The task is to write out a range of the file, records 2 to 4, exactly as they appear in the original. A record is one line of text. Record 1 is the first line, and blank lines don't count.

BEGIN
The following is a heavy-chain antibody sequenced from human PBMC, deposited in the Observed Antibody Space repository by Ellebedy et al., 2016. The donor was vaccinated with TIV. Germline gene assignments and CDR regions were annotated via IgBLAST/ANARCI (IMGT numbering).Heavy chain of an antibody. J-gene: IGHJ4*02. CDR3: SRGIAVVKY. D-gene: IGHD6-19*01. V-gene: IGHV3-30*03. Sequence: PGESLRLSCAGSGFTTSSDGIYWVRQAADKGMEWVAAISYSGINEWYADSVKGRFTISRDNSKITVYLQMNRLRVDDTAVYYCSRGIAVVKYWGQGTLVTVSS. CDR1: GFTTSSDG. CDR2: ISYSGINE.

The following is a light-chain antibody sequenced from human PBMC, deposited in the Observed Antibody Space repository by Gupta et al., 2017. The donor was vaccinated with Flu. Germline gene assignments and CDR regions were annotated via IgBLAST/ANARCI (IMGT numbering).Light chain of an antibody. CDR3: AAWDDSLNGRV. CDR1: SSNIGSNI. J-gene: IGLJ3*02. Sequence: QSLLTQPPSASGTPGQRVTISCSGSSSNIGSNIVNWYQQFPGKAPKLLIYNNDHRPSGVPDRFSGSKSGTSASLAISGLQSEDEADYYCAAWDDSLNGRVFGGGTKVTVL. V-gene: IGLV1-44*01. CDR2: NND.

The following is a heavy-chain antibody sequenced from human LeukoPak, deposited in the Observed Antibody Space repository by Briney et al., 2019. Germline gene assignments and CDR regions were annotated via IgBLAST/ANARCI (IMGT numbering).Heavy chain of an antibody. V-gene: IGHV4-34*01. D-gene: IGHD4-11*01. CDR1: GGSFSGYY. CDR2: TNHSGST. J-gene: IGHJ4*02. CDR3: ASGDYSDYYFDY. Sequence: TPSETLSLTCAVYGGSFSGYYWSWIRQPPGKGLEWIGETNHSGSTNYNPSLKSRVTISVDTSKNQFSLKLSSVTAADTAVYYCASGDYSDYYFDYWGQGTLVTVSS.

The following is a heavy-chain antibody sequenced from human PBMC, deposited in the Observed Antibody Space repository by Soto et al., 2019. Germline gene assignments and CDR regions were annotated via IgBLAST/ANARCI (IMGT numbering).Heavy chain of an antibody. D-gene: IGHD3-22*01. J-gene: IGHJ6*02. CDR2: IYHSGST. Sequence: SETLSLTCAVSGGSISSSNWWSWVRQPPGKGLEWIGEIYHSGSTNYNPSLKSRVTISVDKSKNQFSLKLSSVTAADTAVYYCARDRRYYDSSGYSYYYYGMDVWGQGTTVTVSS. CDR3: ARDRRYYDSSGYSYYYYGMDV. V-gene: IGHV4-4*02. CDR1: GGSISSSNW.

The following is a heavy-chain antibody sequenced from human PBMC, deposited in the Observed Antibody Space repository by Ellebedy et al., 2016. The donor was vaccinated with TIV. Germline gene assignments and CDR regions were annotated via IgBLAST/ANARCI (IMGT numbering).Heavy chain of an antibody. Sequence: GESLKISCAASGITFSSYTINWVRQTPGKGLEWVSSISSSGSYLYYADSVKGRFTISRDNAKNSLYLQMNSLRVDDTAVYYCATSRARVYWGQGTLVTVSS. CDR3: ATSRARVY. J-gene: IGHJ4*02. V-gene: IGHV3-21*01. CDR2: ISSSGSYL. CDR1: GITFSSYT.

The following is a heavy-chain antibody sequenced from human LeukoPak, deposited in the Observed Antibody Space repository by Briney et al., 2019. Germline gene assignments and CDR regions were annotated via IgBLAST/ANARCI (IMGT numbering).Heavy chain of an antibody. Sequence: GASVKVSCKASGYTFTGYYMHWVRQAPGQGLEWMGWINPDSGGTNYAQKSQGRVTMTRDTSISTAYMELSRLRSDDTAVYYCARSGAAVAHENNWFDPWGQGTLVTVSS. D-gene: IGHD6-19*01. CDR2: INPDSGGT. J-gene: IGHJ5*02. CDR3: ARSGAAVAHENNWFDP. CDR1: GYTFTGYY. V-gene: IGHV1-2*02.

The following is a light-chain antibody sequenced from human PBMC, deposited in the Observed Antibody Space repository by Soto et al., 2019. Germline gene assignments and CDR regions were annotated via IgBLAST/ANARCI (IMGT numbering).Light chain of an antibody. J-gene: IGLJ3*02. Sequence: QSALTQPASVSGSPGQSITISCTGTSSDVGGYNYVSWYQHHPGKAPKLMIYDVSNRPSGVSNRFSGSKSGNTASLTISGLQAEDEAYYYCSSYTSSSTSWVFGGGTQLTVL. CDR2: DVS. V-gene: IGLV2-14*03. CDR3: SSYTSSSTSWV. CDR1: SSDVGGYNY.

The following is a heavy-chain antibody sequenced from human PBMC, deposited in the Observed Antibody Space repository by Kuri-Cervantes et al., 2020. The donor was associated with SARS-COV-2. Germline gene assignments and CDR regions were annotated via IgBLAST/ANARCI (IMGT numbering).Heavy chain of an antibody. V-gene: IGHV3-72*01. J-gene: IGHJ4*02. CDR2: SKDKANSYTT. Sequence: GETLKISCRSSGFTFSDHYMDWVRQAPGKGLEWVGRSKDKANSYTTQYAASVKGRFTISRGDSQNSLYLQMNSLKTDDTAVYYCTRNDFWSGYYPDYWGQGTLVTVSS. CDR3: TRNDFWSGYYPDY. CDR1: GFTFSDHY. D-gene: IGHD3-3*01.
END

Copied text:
The following is a light-chain antibody sequenced from human PBMC, deposited in the Observed Antibody Space repository by Gupta et al., 2017. The donor was vaccinated with Flu. Germline gene assignments and CDR regions were annotated via IgBLAST/ANARCI (IMGT numbering).Light chain of an antibody. CDR3: AAWDDSLNGRV. CDR1: SSNIGSNI. J-gene: IGLJ3*02. Sequence: QSLLTQPPSASGTPGQRVTISCSGSSSNIGSNIVNWYQQFPGKAPKLLIYNNDHRPSGVPDRFSGSKSGTSASLAISGLQSEDEADYYCAAWDDSLNGRVFGGGTKVTVL. V-gene: IGLV1-44*01. CDR2: NND.

The following is a heavy-chain antibody sequenced from human LeukoPak, deposited in the Observed Antibody Space repository by Briney et al., 2019. Germline gene assignments and CDR regions were annotated via IgBLAST/ANARCI (IMGT numbering).Heavy chain of an antibody. V-gene: IGHV4-34*01. D-gene: IGHD4-11*01. CDR1: GGSFSGYY. CDR2: TNHSGST. J-gene: IGHJ4*02. CDR3: ASGDYSDYYFDY. Sequence: TPSETLSLTCAVYGGSFSGYYWSWIRQPPGKGLEWIGETNHSGSTNYNPSLKSRVTISVDTSKNQFSLKLSSVTAADTAVYYCASGDYSDYYFDYWGQGTLVTVSS.

The following is a heavy-chain antibody sequenced from human PBMC, deposited in the Observed Antibody Space repository by Soto et al., 2019. Germline gene assignments and CDR regions were annotated via IgBLAST/ANARCI (IMGT numbering).Heavy chain of an antibody. D-gene: IGHD3-22*01. J-gene: IGHJ6*02. CDR2: IYHSGST. Sequence: SETLSLTCAVSGGSISSSNWWSWVRQPPGKGLEWIGEIYHSGSTNYNPSLKSRVTISVDKSKNQFSLKLSSVTAADTAVYYCARDRRYYDSSGYSYYYYGMDVWGQGTTVTVSS. CDR3: ARDRRYYDSSGYSYYYYGMDV. V-gene: IGHV4-4*02. CDR1: GGSISSSNW.